Of all the werewolf movies that have yet to come out on DVD — and at this late date, there aren’t too many that haven’t — the most bewildering case has to be AIP’s I Was a Teenage Werewolf, a slavering beast that was first unleashed in 1957. It’s the kind of film where even if you haven’t seen it, you at least know of it, and there are many people who, almost six decades after its release, continue to seek it out. Amazon has multiple listings for the 1993 VHS release, which can be bought new in the original shrink wrap for the low, low price of $75, but on DVD it is decidedly M.I.A. Heck, even the 1997 Mystery Science Theater 3000 episode in which Mike and the Bots savaged it has yet to surface on home video, a sure sign that someone, somewhere is sitting on the property, hoping for a huge payday that has thus far been far from forthcoming.
Anyway, I Was a Teenage Werewolf is a typical AIP quickie, perfunctorily directed by Gene Fowler, Jr., but when it proved to be wildly profitable they rushed several follow-ups — including I Was a Teenage Frankenstein, which was released less than five months later — into production. Even Roger Corman’s Teenage Cave Man from 1958 could be said to be one of its progeny since it was shot as Prehistoric World before AIP changed the title. As for the film itself, it probably would have faded into obscurity if not for Michael Landon’s subsequent fame and his feral performance as tortured teen Tony Rivers (with more than a little James Dean in his DNA) who becomes the title character under the questionable care of hypnotherapist Dr. Alfred Brandon (Whit Bissell), who somehow believes that regressing mankind to a bestial state is preferable to having angry young men pick fights without provocation and throw milk bottles around.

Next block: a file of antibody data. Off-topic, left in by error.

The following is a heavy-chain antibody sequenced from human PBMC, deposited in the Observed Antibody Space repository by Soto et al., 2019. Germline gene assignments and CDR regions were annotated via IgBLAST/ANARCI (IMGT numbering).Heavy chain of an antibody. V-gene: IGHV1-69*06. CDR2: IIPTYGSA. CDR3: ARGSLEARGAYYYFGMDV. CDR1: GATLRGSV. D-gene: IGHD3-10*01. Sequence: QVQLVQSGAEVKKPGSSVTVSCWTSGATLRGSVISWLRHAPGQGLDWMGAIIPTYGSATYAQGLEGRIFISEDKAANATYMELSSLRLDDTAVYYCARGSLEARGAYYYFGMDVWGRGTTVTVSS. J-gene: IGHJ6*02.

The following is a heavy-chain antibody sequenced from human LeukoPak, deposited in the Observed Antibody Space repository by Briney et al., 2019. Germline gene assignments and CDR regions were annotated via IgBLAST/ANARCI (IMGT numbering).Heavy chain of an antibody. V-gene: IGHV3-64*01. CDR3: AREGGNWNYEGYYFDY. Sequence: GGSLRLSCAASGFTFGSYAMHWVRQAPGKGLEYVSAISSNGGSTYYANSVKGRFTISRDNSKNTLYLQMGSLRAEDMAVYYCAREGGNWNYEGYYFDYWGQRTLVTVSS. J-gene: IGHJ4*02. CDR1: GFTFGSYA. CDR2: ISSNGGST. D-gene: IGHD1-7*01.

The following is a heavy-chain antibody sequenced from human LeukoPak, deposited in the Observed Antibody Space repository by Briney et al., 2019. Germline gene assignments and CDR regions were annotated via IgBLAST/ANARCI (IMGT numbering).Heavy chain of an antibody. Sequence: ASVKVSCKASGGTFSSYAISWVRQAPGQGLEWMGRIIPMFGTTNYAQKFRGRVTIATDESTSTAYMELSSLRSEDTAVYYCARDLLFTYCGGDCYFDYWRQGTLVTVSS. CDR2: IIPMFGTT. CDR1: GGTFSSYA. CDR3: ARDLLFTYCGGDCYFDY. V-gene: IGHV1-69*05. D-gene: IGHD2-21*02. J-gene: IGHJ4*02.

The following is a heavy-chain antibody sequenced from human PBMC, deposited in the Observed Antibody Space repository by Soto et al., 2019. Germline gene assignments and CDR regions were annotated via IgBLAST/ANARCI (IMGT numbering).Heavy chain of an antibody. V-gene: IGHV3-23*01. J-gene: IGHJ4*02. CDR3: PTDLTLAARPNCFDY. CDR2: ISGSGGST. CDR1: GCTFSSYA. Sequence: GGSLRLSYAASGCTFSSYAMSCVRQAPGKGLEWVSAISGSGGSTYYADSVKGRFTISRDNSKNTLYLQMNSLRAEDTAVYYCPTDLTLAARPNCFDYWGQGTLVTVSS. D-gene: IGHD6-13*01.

As the film opens, Landon is involved in just such a tussle with a fellow student (Tony Marshall) who merely slapped him in the shoulder. This is enough to get the attention of kindly police detective Donovan (Barney Phillips) who recommends he see a psychiatrist about his anger management problem, but Tony isn’t having any part of it. Even Arlene, the nice girl he’s going with (Yvonne Lime), can’t convince him that he needs help, but after one too many blow-ups he’s placed in the care of Dr. Brandon, who injects him with an experimental serum and, using hypnosis, regresses him back to a time when all people were werewolves or something. (You remember that from your history books, right?) Brandon’s assistant (Joseph Mell) is skeptical about what this will accomplish (“You call it progress to hurl back the human race to its savage beginnings?” he quite reasonably asks), but the proof of the pudding’s in the eating, and soon enough Tony is sprouting fur and fangs and chowing down on his classmates.